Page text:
The miserable action heroes
Dark Knight RisesFirst we have the case of the action heroes struggling with their aging. In Skyfall James Bond is on the verge of taking his supposed death as an excuse to retire for good. Eventually he’s brought into the match again but he’s not in the shape he used to be and doesn’t even pass the test to work as an agent.

Incidentally (or was it? You may wonder. I can’t help thinking of the year when there were three movies almost exactly at the same time, all about a child and a grown-up switching bodies with each other) The Dark Knight Rises has a similar theme. We get a shock meeting with our former hero. He’s old, tired and physically and mentally a broken man.

Bond and Batman are both suffering from disorientation. The job identity was all they had. Without it, they’re lost. Who are they once the hero suit is off? What are they supposed to do with the rest of their lives?

Best Exotic Marigold age
The positive approach
The people portrayed in The Best Exotic Marigold Hotel and Hope Springs seem to cope with aging a ton better than the former action heroes.hope springs

If you’re to believe those films, retirement is the opposite of getting ill, lonely and bored. It’s the time in life when you finally can fulfil the dreams you’ve put aside for so long. Be wild! Take a one-way ticket to a country on the other side of the world! Bring your sex life to a new level! Anything is possible and if you meet an obstacle, it’s just a smaller bump on the road towards the end that we know from the very start will make us feel good. Such is the contract with the audience.

With the risk of sounding prejudiced I think these films mostly target people who are close to the age of the characters on the screen. Sadly enough there’s a bit of ageism in how we watch movies and it goes in both directions. Older people are reluctant to watch a film about teenagers and you rarely see youngsters queue for a film that could be about their grandparents. I thought they both were a lot better than they got credit for, especially the Best Exotic Marigold Hotel with its exceptional setup of great British actors.

Amour - age
Darkness and hope
The last movie in this theme is Amour, which happens to be one of my absolute favourite movies from 2012.

I have to admit that its take on aging shook me up a little in its brutal honesty. Here we’re far away from middle-aged action heroes pulling themselves together to perform yet another rescuing of the world or newly retired people travelling the world. This is Aging with a capital “a”: an uncensored picture of what exactly it means when your body and mind fails you as you’re taking your final stumbling steps towards death and what it’s like to be near someone who is in the middle of this process. Deep down we know this is going to happen, but we usually don’t acknowledge it.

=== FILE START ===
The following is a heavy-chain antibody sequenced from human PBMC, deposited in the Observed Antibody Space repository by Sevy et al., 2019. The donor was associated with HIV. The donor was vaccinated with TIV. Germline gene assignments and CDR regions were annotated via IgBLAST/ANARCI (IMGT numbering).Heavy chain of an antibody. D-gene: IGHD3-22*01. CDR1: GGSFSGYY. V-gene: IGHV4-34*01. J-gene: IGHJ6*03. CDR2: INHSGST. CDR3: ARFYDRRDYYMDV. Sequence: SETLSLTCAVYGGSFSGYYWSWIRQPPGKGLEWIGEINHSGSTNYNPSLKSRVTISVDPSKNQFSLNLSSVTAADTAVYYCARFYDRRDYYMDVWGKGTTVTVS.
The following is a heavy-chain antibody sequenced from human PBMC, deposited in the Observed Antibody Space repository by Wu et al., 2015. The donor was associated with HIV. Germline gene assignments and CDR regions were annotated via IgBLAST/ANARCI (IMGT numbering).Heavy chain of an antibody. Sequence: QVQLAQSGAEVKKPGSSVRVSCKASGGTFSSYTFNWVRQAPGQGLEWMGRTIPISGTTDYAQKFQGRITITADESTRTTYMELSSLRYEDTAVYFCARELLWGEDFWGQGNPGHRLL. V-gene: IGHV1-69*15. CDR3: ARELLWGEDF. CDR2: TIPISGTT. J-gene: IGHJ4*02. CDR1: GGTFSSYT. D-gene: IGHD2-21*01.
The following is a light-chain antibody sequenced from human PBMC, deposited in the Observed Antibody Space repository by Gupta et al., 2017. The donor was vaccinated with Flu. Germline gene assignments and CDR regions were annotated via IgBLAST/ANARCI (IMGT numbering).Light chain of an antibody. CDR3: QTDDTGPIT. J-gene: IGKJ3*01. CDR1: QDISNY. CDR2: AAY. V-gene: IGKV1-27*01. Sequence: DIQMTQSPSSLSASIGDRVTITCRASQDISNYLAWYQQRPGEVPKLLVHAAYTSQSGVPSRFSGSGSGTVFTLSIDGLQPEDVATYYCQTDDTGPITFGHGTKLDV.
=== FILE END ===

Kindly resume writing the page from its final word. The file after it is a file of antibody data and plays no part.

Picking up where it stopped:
Some people found it unbearable to watch. I wasn’t one of them. If you could look behind the apparent ugliness of aging, it’s also very sweet. If you get to experience closeness, love and care like this couple did during your final days in life, you can consider yourself lucky.

The conclusion
So first we had the action heroes trying to get on terms with getting older, then we had the newly retired or soon-to-be retried who demonstrate that it’s never too late to begin a new life. And finally the couple that are beyond merry trips to India, now dealing with the inevitable end.

They’re different sorts of movies, but they’re all looking for answers to the same kind of questions that I ask myself when I look myself in the mirror after my latest haircut:

Is there anything more left for me to do in life? Where now? How do I cope with the fact that I’m getting older?

And each one, in their unique way, has a reassuring answer: Look at all those people! They have found their way.

You will too one day.

About Motifs in Cinema
This post is a part in a yearly event called “Motifs in Cinema”, organized by Andrew Kendall at Encore’s World of Film & TV.

Here’s how Andrew describes the idea:

Motifs in Cinema is a discourse across some film blogs, assessing the way in which various thematic elements have been used in the 2012 cinematic landscape. How does a common theme vary in use from a comedy to a drama? Are filmmakers working from a similar canvas when they assess the issue of death or the dynamics of revenge? Like most things, a film begins with an idea – Motifs in Cinema assesses how various themes emanating from a single idea change when utilised by varying artists.”

Don’t miss out the other posts in this blogathon, which includes twelve different themes. All the posts are collected in a list over at Andrew’s place.

Written by Jessica

February 16, 2013 at 3:10 pm

Dear Santa! – My film wish list for Christmas (2012 edition)

with 33 comments

Dear Santa!